Optimized Render Tuning Workflow


Introduction

So you've finished modeling and are ready to tweak lighting and shading effects in your scene? And that probably means that you want to get rapid feedback on your creative decisions in the form of finished pixels? No es asi?

Well, *TOR has several features which will help you develop a workflow that should maximize your productivity. And, if you're maximally productive, perhaps you'll get home in time for reruns of The Three Stooges.


Techniques for Accelerating Rendering

Armed with a few simple ideas, you should be able to accelerate your rendering workflow quite nicely.

You can tradeoff quality for speed

Early in the render tuning process, many decisions can be made on approximations of the final image. The most important knob governing the tradeoff between speed and quality is Shading Rate. Compare rendering times on your scene with a Shading Rate of 1000 and 1. You'll note that with a Shading Rate of 1000, your rendering will go much faster albeit with many faceting and shading artifacts.

A nice, though detailed, RenderMan Application note provides many details about how specific RenderMan globals settings affect rendering performance. You may only need to read this document in order to fine-tune rendering jobs which are posing extraordinary problems pumping through your system.

If you're a real gearhead, another RenderMan Application note describes how to get statistics out of your renders, including highly detailed memory usage and timing numbers. It's not for the faint of heart, and requires inserting a RIBBox into your scene, but may prove useful for figuring why some renders that seem to take up a lot of memory.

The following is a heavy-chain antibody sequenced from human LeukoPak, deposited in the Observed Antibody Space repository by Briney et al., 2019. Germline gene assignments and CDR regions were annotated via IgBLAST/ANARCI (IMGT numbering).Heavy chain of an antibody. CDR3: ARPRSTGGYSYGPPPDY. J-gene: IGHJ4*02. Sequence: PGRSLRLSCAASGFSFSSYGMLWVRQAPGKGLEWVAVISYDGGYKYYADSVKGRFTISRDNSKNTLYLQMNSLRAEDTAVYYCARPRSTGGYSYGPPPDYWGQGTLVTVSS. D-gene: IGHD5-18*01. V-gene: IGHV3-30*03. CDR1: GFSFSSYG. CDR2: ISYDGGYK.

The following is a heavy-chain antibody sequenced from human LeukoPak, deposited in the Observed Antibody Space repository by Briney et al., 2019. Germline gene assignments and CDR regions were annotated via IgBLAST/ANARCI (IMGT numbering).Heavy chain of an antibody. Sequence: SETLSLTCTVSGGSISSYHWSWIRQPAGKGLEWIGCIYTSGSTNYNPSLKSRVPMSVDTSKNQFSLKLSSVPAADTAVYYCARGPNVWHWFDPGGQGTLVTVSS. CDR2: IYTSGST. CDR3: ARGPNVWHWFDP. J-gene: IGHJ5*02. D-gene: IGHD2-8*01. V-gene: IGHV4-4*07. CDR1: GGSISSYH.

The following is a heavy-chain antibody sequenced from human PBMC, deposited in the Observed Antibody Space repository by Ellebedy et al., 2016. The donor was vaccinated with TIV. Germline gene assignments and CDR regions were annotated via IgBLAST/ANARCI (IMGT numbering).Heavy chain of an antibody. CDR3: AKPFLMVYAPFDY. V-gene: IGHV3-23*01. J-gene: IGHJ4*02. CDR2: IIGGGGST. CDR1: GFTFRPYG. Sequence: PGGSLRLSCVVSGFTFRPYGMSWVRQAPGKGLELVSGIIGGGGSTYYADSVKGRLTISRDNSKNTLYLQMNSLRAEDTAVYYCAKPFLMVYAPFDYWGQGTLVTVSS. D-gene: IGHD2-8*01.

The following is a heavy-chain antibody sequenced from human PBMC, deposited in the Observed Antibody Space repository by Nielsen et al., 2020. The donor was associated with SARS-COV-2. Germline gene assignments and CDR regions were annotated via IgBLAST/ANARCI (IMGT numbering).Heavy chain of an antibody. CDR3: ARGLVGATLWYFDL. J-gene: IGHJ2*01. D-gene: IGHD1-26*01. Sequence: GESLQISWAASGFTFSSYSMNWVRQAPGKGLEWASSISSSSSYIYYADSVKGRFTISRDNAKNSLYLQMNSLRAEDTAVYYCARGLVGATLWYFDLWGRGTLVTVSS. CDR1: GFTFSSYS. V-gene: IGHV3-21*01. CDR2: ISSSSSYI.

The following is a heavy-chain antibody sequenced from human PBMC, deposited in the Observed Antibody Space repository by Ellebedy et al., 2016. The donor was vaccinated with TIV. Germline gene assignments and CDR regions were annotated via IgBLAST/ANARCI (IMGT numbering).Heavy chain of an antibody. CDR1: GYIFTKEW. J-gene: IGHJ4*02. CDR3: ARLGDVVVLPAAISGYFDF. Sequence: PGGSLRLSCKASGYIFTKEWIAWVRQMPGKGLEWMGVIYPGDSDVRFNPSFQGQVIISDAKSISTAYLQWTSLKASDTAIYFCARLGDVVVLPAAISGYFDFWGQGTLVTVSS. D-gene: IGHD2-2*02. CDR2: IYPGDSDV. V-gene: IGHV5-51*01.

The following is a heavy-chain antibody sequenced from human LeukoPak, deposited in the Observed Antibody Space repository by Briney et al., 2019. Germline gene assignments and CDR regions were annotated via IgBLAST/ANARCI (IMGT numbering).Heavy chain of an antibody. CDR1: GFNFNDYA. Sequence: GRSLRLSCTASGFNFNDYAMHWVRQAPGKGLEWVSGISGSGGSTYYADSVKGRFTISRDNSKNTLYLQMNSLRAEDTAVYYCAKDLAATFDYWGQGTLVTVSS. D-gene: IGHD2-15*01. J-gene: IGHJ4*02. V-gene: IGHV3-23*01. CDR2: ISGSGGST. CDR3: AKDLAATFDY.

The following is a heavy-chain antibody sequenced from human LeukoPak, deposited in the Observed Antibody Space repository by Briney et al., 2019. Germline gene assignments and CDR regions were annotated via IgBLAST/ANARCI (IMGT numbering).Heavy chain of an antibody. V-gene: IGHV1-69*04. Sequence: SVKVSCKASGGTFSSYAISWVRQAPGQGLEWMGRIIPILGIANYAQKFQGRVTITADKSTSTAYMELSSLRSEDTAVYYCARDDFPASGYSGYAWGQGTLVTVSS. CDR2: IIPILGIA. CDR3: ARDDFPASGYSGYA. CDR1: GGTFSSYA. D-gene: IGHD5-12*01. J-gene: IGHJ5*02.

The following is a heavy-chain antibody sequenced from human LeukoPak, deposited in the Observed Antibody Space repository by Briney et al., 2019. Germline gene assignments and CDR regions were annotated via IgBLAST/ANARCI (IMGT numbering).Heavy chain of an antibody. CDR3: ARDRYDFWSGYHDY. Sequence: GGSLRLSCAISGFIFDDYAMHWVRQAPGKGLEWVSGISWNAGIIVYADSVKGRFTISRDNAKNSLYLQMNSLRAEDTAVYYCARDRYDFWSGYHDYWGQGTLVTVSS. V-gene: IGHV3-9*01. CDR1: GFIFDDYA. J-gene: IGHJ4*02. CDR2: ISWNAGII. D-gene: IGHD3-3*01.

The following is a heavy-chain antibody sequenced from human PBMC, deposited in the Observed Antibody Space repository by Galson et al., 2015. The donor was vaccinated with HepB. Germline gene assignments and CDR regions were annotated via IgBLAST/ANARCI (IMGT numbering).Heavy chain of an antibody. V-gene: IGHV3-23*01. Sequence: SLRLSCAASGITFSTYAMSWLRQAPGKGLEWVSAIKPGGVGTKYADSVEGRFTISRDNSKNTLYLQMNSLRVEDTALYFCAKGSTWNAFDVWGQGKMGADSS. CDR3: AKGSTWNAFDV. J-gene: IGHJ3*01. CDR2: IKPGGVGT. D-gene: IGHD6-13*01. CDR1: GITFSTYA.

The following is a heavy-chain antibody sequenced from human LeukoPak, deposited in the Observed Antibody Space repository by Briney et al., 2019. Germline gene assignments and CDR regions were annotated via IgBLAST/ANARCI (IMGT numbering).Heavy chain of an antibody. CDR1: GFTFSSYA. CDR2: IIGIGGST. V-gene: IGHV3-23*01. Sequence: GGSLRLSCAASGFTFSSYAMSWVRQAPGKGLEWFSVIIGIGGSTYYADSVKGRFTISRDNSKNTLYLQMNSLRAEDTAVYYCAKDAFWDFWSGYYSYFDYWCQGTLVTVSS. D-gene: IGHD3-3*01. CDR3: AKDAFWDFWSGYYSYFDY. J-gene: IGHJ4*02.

Avoid common pitfalls

One of the most common causes of a slow rendering or one that seems to use up a lot of memory is eyesplits. This is a problem where the renderer has to do a lot of extra work due to having to split geometry which sits astride both the camera and near clipping planes. The way to tell if this is a problem is if errors like the following appear in your render logs:

R56001 Primitive "" will not split at camera plane (WARNING)
Here are some ways of ameliorating the problem:

Another cause for a slow rendering is setting inappropriate displacement bounds (this is controlled in the settings for your displacement shader). Displacement bounds tell the renderer how far in advance of the bucket in which the geometry is the displacement shader needs to be run. In practical terms: if you set the displacement bounds too low, then you will get cracking - the renderer will leave holes because the geometry is not rendered sufficiently far in advance to account for displacement. Larger buckets may help this problem somewhat, but this is not the correct way to fix it because you may still have cracking at the corners of buckets; instead, you should be setting the displacement bounds to be at least as large as the maximum displacement the geometry undergoes.

But - you don't want to set it too high either! Large displacement bounds slow down the renderer because the renderer must shade the geometry in advance of the bucket and cache the results until that bucket is encountered. This uses up more memory than it would if the displacement bounds weren't set.